Annuities are basically nifty instruments that provide you with a steady stream of income until you pass away. Simple? Let me stop you right there. The subject of annuities in its entirety is far more than that. There are various types, and payouts are affected by a myriad of externalities such as interest rates, age of annuitant etc. Before I bore you to death, let's answer the fundamental question: Should you consider annuities as a viable option in retirement?
Annuities: Yay or Nay?
There is much to like about annuities. Firstly, they offer a guaranteed income from the time payouts start until the annuitant's passing. Of course, the amount guaranteed will depend on the terms and conditions of each insurer, and would vary widely across the board, but who says no to guaranteed income?
Annuities also offer some tax deferral options which is not available to other investment vehicles. In fact, they are the only one to do so. Capital invested in annuities of all kinds can be allowed to flourish while remaining tax-deferred until the time that it is decumulated. This presents a clear advantage when compared to IRAs and is an interesting and viable option for the rich looking to store huge amounts of capital in alternative investments.
Creditors also have limited access to income derived from annuities. Once again, this differs between states (so it would be best to examine the fine print), but it's always an advantage to be able to rely on some protection from creditors, especially in financially turbulent times.
But of course, there is no such thing as a free lunch, and annuities have their share of downsides. Firstly, annuity payouts are intrinsically determined by the underlying interest rates paid on them. In periods of low interest rates, this could place downward pressure on payouts, increasing their volatility. This could spell trouble for retired annuitants, who could be heavily reliant on their annuity payouts for daily living.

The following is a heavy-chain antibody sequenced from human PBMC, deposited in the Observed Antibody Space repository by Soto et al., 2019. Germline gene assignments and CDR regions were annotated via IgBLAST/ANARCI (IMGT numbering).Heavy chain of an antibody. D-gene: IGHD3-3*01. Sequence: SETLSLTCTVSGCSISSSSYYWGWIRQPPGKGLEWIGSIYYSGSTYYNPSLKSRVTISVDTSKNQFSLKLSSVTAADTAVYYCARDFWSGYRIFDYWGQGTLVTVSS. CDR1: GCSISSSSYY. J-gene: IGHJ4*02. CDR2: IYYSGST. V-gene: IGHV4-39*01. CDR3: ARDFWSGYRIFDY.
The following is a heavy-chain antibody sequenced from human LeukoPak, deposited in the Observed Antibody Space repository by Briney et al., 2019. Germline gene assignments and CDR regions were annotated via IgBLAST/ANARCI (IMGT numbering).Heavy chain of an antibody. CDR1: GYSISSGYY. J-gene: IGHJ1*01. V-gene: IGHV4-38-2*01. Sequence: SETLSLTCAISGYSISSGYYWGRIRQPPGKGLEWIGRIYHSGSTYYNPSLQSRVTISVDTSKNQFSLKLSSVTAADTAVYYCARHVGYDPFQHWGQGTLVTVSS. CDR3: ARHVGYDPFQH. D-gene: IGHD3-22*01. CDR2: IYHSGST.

Another commonly cited downside of annuities is their lack of liquidity compared to other investment vehicles such as stocks or bonds. Annuities are almost impossible to transfer, and to exit from an annuity's contractual agreement entails severe exit costs or penalties due to actuarial factors. As such, annuities appeal more to those looking for long-term investment rather than a more time-limited horizon, which also explains their relative unpopularity.
Lastly, annuities are complex instruments, and difficult to understand for those who lack the relevant financial background. Without adequate education from insurers to their clients, retirees could end up investing in an instrument that they are not fully aware of, which can be dangerous.
What to look out for when purchasing annuities
As with any investment, sensible investors must seek to find out everything they can before committing their capital. Some of the important points to look out for when it come to annuities include:
Withdrawal conditions: Annuitants must be fully aware under what kind of circumstances are they allowed to make full or partial withdrawals, as well as the accompanying penalties involved if any.
Reliability of the insurance company: Annuities are only useful if they provide a guaranteed stream of income to those who purchase them. And these payouts are only as reliable as the companies providing them. Always make sure that annuities purchased are from reliable insurers who can fulfil promises made to their clients.
Investment expenses: As with any investment, expenses can eat into the capital gains or upside received by the investor. The same applies to annuitants, who need to choose wisely between various insurers to ensure that they are getting a value-for-money deal rather than getting ripped off.
Bequest feature: Annuities are essentially all about risk-pooling, so always ensure that you are fully cognizant of the bequest feature of the particular annuity product before purchasing. Some annuities do not provide a bequest feature, which essentially means that you lose any capital invested should you pass away early.
Annuities may not be the optimal investment for everyone, so make sure that you cover all angles and have confirmed that annuities are indeed suitable for you before signing on the dotted line. Hope you enjoyed the read!